Images and Text Genevieve Carbonatto
You get an ambulance call. A 34 year old man has fallen off a roof and has severe left sided chest pain. He will be arriving in 5 minutes.
The patient arrives. He has significant chest pain which is localised to his left lateral chest wall but he also has anterior right chest wall pain. The pain is worse on breathing. He is saturating 94% but breathing is very shallow. You do an EFAST exam. Because of his symptoms you start with examining the chest.
This is his right lung ultrasound using a curvilinear probe.
You are looking at the pleural line for lung sliding and also looking at the space below the pleural line for “shimmering” which would indicate that a pneumothorax is not present. In the heat of the moment you are not sure that there is lung sliding and you wonder whether there might be a pneumothorax. His breathing is very shallow because of his pain and therefore there is little lung movement. To check whether there is lung sliding, you have 2 options. You can use power Doppler or you can change your probe to a linear probe. Changing the probe will give you beautiful clarity of the pleural line, with power Doppler you don’t have to change the probe and you can confirm lung sliding. You turn on power Doppler.
Here lung sliding is definitely present. You decide to change to the linear probe anyway and this is what you see
The pleural line is beautifully visualised and there is no doubt that there is lung sliding
You switch to the left side of the chest
This is the ultrasound using the curvilinear probe
It looks like there is no lung sliding. You add power Doppler.
The pleural line does not light up and there is no lung sliding. This is the ultrasound of his left chest using a linear probe
Definitely no lung sliding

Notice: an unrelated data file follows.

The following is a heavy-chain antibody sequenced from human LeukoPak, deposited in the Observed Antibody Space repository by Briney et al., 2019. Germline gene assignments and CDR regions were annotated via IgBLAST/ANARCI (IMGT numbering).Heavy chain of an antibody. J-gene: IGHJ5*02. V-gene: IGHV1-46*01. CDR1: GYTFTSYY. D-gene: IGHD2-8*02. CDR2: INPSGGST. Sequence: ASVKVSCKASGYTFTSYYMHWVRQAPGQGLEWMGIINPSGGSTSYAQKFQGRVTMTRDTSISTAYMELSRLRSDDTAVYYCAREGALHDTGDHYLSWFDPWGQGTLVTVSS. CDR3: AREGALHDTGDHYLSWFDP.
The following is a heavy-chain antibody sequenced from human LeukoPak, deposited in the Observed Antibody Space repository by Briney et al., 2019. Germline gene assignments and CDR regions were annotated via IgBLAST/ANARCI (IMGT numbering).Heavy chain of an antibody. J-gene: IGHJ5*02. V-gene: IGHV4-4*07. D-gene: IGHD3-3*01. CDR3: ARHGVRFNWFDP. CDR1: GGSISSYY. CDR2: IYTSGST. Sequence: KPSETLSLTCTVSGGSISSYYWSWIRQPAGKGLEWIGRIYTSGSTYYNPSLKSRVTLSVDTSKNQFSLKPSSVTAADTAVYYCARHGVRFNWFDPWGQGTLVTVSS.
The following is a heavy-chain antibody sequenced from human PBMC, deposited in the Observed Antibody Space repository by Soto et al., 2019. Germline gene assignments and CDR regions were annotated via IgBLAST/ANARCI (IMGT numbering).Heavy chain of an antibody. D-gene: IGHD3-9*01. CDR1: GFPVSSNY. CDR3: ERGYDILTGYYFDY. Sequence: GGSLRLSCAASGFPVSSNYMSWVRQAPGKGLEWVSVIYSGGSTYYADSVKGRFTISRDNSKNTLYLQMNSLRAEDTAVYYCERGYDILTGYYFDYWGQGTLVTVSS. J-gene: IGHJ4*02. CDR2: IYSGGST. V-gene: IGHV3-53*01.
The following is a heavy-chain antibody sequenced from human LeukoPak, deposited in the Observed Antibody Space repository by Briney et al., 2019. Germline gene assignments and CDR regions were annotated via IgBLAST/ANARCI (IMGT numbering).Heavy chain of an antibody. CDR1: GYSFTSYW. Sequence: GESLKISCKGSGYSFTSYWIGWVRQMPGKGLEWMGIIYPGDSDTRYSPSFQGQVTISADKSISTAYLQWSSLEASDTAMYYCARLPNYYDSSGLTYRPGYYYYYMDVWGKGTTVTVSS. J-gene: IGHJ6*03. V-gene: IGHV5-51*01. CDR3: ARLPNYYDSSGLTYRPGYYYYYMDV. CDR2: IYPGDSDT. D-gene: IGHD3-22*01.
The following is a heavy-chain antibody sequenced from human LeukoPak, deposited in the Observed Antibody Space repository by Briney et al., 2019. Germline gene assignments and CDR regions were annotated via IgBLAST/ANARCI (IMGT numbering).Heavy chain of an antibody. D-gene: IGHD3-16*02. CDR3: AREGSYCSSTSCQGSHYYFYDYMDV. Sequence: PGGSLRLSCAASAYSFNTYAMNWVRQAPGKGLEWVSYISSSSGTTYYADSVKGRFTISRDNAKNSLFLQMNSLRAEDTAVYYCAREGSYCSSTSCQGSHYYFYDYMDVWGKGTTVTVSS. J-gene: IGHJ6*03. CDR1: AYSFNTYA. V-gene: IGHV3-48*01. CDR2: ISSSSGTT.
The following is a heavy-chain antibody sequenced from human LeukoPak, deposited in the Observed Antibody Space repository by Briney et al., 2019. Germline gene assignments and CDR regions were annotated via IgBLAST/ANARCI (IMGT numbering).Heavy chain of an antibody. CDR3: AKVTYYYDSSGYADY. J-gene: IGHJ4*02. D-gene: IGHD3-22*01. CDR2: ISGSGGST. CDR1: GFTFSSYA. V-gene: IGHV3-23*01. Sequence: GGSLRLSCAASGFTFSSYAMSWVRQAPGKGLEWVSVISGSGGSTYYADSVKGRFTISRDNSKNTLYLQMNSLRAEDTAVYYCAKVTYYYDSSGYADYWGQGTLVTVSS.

False positives and false negatives are not uncommon in the trauma situation. False positives have been much more frequent than false negatives in our experience. This has possibly to do with the fact that as a treating physician you are expecting the worse and somehow primed to find an abnormality. Lung sliding is sometimes subtle in a patient who is experiencing severe chest pain from a fractured rib for example as they will want to splint their chest as much as possible. It is worthwhile checking your findings if they are “equivocal” by using other modalities such as power Doppler. The problem with power Doppler is that your hand has to be very steady so that you do not have motion artifact from your probe. In our experience switching to a linear probe is the best way of identifying lung sliding. Power Doppler requires ultrasound operator skills which are not always available to the treating physician. The “seashore sign” on M mode when lung sliding is present and the “stratosphere sign” when a pneumothorax is present is useful, but even then hand motion and patient movement may give false positives in the case of a pneumothorax. We believe that the best way of identifying the absence or presence of lung sliding is by switching to a linear high frequency probe if there is doubt using a curvilinear probe.